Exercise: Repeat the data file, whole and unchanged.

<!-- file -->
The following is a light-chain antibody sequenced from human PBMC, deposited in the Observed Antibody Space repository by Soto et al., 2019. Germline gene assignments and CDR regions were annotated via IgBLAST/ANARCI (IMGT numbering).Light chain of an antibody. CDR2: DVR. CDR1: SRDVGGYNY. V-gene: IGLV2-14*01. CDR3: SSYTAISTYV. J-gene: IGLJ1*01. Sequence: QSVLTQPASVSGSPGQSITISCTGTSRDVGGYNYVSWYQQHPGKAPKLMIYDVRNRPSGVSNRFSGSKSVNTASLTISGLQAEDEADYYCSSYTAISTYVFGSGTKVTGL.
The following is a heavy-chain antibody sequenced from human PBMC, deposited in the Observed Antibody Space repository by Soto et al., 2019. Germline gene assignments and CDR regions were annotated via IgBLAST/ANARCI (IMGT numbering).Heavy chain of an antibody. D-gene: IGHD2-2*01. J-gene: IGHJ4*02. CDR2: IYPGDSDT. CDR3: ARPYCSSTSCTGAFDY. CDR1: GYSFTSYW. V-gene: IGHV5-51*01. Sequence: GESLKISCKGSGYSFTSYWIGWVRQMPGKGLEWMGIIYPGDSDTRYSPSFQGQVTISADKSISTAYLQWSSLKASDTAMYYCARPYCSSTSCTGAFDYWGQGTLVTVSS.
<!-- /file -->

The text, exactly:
The following is a light-chain antibody sequenced from human PBMC, deposited in the Observed Antibody Space repository by Soto et al., 2019. Germline gene assignments and CDR regions were annotated via IgBLAST/ANARCI (IMGT numbering).Light chain of an antibody. CDR2: DVR. CDR1: SRDVGGYNY. V-gene: IGLV2-14*01. CDR3: SSYTAISTYV. J-gene: IGLJ1*01. Sequence: QSVLTQPASVSGSPGQSITISCTGTSRDVGGYNYVSWYQQHPGKAPKLMIYDVRNRPSGVSNRFSGSKSVNTASLTISGLQAEDEADYYCSSYTAISTYVFGSGTKVTGL.
The following is a heavy-chain antibody sequenced from human PBMC, deposited in the Observed Antibody Space repository by Soto et al., 2019. Germline gene assignments and CDR regions were annotated via IgBLAST/ANARCI (IMGT numbering).Heavy chain of an antibody. D-gene: IGHD2-2*01. J-gene: IGHJ4*02. CDR2: IYPGDSDT. CDR3: ARPYCSSTSCTGAFDY. CDR1: GYSFTSYW. V-gene: IGHV5-51*01. Sequence: GESLKISCKGSGYSFTSYWIGWVRQMPGKGLEWMGIIYPGDSDTRYSPSFQGQVTISADKSISTAYLQWSSLKASDTAMYYCARPYCSSTSCTGAFDYWGQGTLVTVSS.